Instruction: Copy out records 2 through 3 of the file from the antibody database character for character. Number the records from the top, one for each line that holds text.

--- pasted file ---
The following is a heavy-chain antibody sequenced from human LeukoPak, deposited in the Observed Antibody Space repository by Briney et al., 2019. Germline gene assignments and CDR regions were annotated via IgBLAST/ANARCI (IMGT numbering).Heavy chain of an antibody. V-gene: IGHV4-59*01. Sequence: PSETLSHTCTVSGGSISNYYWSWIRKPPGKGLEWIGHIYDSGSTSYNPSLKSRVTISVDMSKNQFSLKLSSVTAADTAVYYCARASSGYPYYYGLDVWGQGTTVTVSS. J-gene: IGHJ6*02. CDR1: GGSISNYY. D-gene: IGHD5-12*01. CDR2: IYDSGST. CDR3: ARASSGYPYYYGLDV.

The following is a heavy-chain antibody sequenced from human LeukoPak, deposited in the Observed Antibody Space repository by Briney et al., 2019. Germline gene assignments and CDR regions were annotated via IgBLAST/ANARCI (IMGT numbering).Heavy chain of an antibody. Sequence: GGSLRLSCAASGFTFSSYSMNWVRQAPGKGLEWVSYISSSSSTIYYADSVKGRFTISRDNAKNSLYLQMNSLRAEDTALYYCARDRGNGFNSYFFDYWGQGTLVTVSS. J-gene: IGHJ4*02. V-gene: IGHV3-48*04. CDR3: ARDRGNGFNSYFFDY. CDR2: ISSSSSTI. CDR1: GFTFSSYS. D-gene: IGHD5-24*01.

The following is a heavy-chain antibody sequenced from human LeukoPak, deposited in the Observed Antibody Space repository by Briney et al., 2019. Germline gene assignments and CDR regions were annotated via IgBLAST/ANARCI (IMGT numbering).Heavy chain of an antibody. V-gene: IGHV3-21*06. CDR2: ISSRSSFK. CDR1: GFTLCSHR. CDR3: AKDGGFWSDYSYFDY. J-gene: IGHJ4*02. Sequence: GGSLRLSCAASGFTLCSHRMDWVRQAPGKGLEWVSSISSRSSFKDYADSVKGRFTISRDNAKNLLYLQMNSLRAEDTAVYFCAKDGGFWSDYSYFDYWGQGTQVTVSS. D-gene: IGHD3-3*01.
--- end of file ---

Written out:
The following is a heavy-chain antibody sequenced from human LeukoPak, deposited in the Observed Antibody Space repository by Briney et al., 2019. Germline gene assignments and CDR regions were annotated via IgBLAST/ANARCI (IMGT numbering).Heavy chain of an antibody. Sequence: GGSLRLSCAASGFTFSSYSMNWVRQAPGKGLEWVSYISSSSSTIYYADSVKGRFTISRDNAKNSLYLQMNSLRAEDTALYYCARDRGNGFNSYFFDYWGQGTLVTVSS. J-gene: IGHJ4*02. V-gene: IGHV3-48*04. CDR3: ARDRGNGFNSYFFDY. CDR2: ISSSSSTI. CDR1: GFTFSSYS. D-gene: IGHD5-24*01.

The following is a heavy-chain antibody sequenced from human LeukoPak, deposited in the Observed Antibody Space repository by Briney et al., 2019. Germline gene assignments and CDR regions were annotated via IgBLAST/ANARCI (IMGT numbering).Heavy chain of an antibody. V-gene: IGHV3-21*06. CDR2: ISSRSSFK. CDR1: GFTLCSHR. CDR3: AKDGGFWSDYSYFDY. J-gene: IGHJ4*02. Sequence: GGSLRLSCAASGFTLCSHRMDWVRQAPGKGLEWVSSISSRSSFKDYADSVKGRFTISRDNAKNLLYLQMNSLRAEDTAVYFCAKDGGFWSDYSYFDYWGQGTQVTVSS. D-gene: IGHD3-3*01.